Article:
As a new initiative for MTSA this summer, we are choosing to share different ideas for Music Therapy practice in the hopes that this will provide a valuable resource for beginning music therapists and as inspiration for practicing therapists. Every Monday, a different intervention idea will be presented. They will be very basic and will be best as beginning inspiration to be varied and adapted for different clinical settings. They may include specific music, but will typically only indicate the style of music to be incorporated.
The following basic format will be given for each intervention: 1) Activity, the type of intervention; 2) Target population, the intended client population for the intervention; 3) Materials, the instruments and supplies required; 4) Goals/Aims, ideas for goals or aims that could be addressed in the intervention; 5) Method, a detailed description of what would occur during the intervention; 6) Comments, an explanation of why this intervention is applicable for the given client population and how the goals/aims are addressed; and 7) Evaluation, questions to allow for reflection on whether or not the intervention was effective for a particular client or clients.
by Tessa D’Achille
Improvisation using drums and if desired, voice
Children aged 10-12 with Cerebral Palsy
– To encourage members to participate freely and comfortably on their turn
– To encourage a sense of play and creativity within the group
– To encourage self-expression
– To increase group awareness through turn taking
– To actively participate in a social setting
The therapist will begin by playing the starting chord progression to the song “You’ve got a Friend in me” by Randy Newman, but will instead sing the words “Who wants to play with me?”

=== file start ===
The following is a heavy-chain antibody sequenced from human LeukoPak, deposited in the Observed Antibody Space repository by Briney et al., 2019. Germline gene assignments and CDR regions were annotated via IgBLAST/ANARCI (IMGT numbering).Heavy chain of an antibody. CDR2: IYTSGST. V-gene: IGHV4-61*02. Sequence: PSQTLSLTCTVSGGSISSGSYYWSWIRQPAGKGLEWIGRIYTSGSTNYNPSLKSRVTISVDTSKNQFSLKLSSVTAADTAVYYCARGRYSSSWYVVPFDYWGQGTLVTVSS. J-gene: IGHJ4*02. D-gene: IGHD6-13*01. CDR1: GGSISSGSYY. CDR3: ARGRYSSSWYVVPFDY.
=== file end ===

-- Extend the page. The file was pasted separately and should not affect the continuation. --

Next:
The second verse will consist of the therapist choosing a group member and singing “Does [insert client’s name] want to play with me?”
The third verse will be entirely improvisatory, with the therapist staying loosely within the chord structure of the song while encouraging the client to participate by improvising with them through piano and voice.
This is then repeated as many times as needed until each of the group members have had a turn.
Many children with Cerebral Palsy have difficulties with social interaction, in addition to their physical difficulties. Improvisation may be a good way for them to express themselves to their peers and be heard, while still having the safe support of the Music Therapist while they take part in this activity.
Were all the group members comfortable improvising?
Did all the group members participate?
Did they react positively to the experience?
Was the piano and voice support effective in engaging them?
Did all the group members respect the turn system?
Was the group supportive and understanding during each of the client’s improvisations?
Were there any meaningful interactions during the improvisation?